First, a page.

Sipping into the past: Obama becomes the toast of Ireland

The US President raises a Guinness to celebrate his Irish roots and charm his hosts. David McKittrick reports from Dublin
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President barack Obama did not rush his pint of Guinness, insisting on doing it properly, taking his time, carefully allowing the Sacred Pint of Irish-America to settle before putting it respectfully to his lips in accordance with time-honoured ritual.

"It is quite an art – I want to get it perfect," Mr Obama said to Ollie Hayes, the landlord of the Hayes Arms in Moneygall, which momentarily became one of the world's best-known villages yesterday.

With an Irish toast – slainte - Mr Obama drank, then paused before delivering his presidential verdict: "It's delicious, that's good stuff. I am very impressed."

Michelle Obama, who also tasted a pint of Guinness at the pub, nodded appreciatively.

Mr Hayes beamed, knowing he had made a success of what he had called "the most important pint I'll ever pour".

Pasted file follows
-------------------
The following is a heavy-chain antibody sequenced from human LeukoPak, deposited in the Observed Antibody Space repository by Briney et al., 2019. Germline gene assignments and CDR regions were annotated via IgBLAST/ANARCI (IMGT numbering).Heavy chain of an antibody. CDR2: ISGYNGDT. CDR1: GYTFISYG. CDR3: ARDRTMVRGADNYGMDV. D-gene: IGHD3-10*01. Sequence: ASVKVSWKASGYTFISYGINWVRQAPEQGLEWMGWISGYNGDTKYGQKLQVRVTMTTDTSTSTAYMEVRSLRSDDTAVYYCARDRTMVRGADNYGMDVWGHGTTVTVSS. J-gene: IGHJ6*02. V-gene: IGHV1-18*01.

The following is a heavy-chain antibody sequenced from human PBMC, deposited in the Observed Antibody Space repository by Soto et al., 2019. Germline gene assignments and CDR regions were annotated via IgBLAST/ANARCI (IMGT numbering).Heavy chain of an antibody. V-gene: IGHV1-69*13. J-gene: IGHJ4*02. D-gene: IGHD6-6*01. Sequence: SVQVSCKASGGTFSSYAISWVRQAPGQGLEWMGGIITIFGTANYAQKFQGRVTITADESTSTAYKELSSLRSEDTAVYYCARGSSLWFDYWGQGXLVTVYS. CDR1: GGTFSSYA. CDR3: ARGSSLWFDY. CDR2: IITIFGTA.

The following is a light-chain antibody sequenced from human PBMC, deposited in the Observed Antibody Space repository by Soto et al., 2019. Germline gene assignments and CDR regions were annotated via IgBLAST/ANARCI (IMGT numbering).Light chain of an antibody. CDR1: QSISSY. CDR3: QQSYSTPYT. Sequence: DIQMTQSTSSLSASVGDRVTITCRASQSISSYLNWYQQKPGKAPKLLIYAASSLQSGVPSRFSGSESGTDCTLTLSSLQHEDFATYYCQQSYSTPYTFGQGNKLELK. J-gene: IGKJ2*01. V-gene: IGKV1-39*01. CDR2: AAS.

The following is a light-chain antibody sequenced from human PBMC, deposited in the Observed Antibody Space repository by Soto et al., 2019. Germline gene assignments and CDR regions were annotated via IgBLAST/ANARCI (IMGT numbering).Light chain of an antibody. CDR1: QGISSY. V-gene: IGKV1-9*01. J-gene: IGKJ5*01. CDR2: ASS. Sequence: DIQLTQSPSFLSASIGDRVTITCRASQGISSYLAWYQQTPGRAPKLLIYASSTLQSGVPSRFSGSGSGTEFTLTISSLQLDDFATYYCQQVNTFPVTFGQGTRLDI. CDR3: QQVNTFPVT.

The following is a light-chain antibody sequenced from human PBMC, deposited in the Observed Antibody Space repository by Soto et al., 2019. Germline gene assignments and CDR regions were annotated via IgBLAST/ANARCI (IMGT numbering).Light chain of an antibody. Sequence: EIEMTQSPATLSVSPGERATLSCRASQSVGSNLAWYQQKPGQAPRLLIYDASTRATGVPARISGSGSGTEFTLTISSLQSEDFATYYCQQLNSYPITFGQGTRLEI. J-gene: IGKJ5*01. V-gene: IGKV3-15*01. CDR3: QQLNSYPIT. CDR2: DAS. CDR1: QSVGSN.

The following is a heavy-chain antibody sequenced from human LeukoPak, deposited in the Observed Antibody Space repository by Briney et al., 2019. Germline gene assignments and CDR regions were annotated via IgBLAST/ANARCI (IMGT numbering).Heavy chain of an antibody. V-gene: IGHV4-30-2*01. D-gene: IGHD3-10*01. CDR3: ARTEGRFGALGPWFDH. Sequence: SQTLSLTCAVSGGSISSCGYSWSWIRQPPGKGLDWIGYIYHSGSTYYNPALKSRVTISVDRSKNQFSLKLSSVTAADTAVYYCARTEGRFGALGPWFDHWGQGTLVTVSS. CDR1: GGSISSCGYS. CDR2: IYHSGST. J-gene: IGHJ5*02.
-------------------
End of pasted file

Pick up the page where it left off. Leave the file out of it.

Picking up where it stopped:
The Obamas had other engagements on their whistle-stop visit to Ireland but this was the crucial image, the moment at the centre of the event.

And it was a winner – as Mr Obama's predecessor, George Bush, might have put it: mission accomplished.

Mr Obama reserved the formal speech and encounters with VIPs for Dublin. In Moneygall, he concentrated on meeting locals.

Mr and Ms Obama must have met almost all of them, for they shook hands hundreds of times in the village's main street.

There only are 298 residents and nearly all of them looked positively rapturous at the experience of touching the President and First Lady. Babies handed out of the crowd were obligingly held aloft by Mr Obama, then carefully returned to delighted mothers with radiant faces. For the rest of their lives the kids will be known as the ones Mr Obama held up.